Chinese cities ready to introduce further property cooling measures, it is claimed
Some Chinese cities are preparing fresh property tightening measures as real estate transactions and prices show signs of a rebound, reinforcing market expectations that Beijing will not ease its grip on the sector any time soon.
The prosperous eastern province of Zhejiang intends to order developers to park pre-sale proceeds from their real estate projects in escrow bank accounts, according to a document obtained by Reuters.
Major cities, including Shanghai, Wuhan and Qingdao, are drawing up similar plans, according to state media.
The requirement will put a strain on developers’ cash flow as pre-sale proceeds account for about 40% of their funding. ‘Some developers will have to cut prices in the short term to facilitate sales,’ said Cheng Dong, a property analyst with BOC International in Shanghai.
China launched measures in April to cool the red hot real estate market, in part to ease popular complaints that many people are unable to afford record home prices.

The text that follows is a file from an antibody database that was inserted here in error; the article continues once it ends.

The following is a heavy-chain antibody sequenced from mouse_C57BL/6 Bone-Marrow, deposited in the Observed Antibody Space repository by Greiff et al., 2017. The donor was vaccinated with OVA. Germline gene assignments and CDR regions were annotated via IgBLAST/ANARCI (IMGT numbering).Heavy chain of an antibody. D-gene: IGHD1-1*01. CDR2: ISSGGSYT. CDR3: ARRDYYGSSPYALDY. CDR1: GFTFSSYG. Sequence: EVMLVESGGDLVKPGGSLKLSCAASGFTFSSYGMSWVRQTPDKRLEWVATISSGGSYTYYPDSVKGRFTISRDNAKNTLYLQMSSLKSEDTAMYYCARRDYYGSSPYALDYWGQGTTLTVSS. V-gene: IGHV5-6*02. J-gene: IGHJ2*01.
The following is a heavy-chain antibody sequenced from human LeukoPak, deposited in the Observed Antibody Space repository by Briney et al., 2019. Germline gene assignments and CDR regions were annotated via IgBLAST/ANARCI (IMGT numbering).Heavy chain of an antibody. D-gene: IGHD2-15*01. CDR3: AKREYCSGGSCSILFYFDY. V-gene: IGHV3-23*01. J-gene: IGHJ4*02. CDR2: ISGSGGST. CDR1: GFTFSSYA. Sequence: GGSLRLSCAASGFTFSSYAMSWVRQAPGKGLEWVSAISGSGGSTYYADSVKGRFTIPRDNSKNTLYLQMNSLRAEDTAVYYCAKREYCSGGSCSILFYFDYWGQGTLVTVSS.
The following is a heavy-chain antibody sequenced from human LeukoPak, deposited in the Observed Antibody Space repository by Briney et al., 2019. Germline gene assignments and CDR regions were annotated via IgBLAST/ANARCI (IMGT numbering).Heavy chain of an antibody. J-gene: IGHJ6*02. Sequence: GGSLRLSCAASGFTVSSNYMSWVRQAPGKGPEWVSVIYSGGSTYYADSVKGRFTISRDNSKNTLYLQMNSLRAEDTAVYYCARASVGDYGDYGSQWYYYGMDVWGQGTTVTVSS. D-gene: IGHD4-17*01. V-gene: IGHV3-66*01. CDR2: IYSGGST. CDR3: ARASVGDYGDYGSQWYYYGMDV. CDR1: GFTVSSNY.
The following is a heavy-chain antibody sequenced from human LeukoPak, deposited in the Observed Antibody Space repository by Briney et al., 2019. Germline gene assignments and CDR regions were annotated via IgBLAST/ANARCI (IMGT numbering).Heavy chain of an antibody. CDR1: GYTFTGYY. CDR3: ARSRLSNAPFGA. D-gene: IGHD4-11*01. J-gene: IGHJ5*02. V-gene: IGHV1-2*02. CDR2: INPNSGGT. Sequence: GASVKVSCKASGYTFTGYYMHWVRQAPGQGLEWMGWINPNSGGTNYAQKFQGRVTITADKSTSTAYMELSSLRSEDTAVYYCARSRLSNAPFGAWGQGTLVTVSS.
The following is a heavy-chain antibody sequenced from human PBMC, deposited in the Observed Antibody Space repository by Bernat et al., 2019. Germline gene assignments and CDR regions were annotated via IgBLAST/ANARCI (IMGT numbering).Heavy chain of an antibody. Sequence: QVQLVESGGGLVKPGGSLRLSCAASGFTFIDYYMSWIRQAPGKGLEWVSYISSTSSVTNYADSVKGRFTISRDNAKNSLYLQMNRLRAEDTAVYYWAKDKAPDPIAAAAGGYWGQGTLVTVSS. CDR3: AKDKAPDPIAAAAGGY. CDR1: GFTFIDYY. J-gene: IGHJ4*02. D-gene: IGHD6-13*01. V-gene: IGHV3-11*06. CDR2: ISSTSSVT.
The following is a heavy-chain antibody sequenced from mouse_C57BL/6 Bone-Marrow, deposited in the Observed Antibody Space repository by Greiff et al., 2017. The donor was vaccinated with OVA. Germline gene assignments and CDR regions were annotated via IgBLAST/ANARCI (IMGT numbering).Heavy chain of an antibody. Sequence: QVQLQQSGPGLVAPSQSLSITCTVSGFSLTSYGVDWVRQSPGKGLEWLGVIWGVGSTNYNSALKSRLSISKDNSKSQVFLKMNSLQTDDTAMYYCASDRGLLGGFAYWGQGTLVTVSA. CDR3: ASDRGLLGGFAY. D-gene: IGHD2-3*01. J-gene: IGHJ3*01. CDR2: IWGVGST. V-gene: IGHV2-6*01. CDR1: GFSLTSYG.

Sales have shown signs of recovering in recent weeks, as have some prices, and a number of industry analysts warn that Beijing could tighten further if developers raise prices during the traditional busy selling season in September and October.
The People's Daily, the mouthpiece of the Communist Party, said China must maintain curbs on speculative housing demand as the benefits of the crackdown will outweigh the drawbacks.
The paper said the steps, including higher down payments and mortgage rates and curbs on sales to non-residents, would make prices more affordable for Chinese eager to get a foot on the property ladder, overriding the hit to economic growth.
‘This round of property tightening is an important step to improve people’s lives and promote a harmonious and stable society. We must firmly stick to it,’ the paper commented.
If China could increase affordable housing construction, the impact of the tightening on the country’s investment growth as well as on related industries would be short lived, it added.
The comments were echoed by Xia Bin, a cabinet adviser, who was quoted by the official China Securities Journal as saying that Beijing would continue with its property tightening drive.
He said there was no need to panic about a moderation in economic growth over the rest of the year. Such a trend was expected after Beijing acted to cool the housing market, tighten loans to local government financing vehicles and close down obsolete, energy-intensive plants.
Gross domestic product growth slowed to 10.3% in the second quarter from 11.9% in the first three months.